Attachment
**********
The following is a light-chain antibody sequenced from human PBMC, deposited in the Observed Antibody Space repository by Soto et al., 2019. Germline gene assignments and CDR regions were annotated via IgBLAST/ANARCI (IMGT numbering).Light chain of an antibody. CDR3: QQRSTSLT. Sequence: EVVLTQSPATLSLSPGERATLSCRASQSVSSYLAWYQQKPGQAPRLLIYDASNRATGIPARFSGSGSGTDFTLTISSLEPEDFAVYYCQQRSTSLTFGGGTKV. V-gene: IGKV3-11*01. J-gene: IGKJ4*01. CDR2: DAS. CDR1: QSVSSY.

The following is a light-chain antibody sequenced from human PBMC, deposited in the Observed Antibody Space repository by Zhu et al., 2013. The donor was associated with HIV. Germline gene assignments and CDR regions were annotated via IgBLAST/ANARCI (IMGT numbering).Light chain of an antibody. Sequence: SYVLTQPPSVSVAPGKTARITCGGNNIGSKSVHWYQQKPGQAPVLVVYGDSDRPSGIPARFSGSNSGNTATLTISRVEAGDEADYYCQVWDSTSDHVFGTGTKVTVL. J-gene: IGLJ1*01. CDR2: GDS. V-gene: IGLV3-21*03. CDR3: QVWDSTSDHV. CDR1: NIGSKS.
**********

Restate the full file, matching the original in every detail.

The following is a light-chain antibody sequenced from human PBMC, deposited in the Observed Antibody Space repository by Soto et al., 2019. Germline gene assignments and CDR regions were annotated via IgBLAST/ANARCI (IMGT numbering).Light chain of an antibody. CDR3: QQRSTSLT. Sequence: EVVLTQSPATLSLSPGERATLSCRASQSVSSYLAWYQQKPGQAPRLLIYDASNRATGIPARFSGSGSGTDFTLTISSLEPEDFAVYYCQQRSTSLTFGGGTKV. V-gene: IGKV3-11*01. J-gene: IGKJ4*01. CDR2: DAS. CDR1: QSVSSY.

The following is a light-chain antibody sequenced from human PBMC, deposited in the Observed Antibody Space repository by Zhu et al., 2013. The donor was associated with HIV. Germline gene assignments and CDR regions were annotated via IgBLAST/ANARCI (IMGT numbering).Light chain of an antibody. Sequence: SYVLTQPPSVSVAPGKTARITCGGNNIGSKSVHWYQQKPGQAPVLVVYGDSDRPSGIPARFSGSNSGNTATLTISRVEAGDEADYYCQVWDSTSDHVFGTGTKVTVL. J-gene: IGLJ1*01. CDR2: GDS. V-gene: IGLV3-21*03. CDR3: QVWDSTSDHV. CDR1: NIGSKS.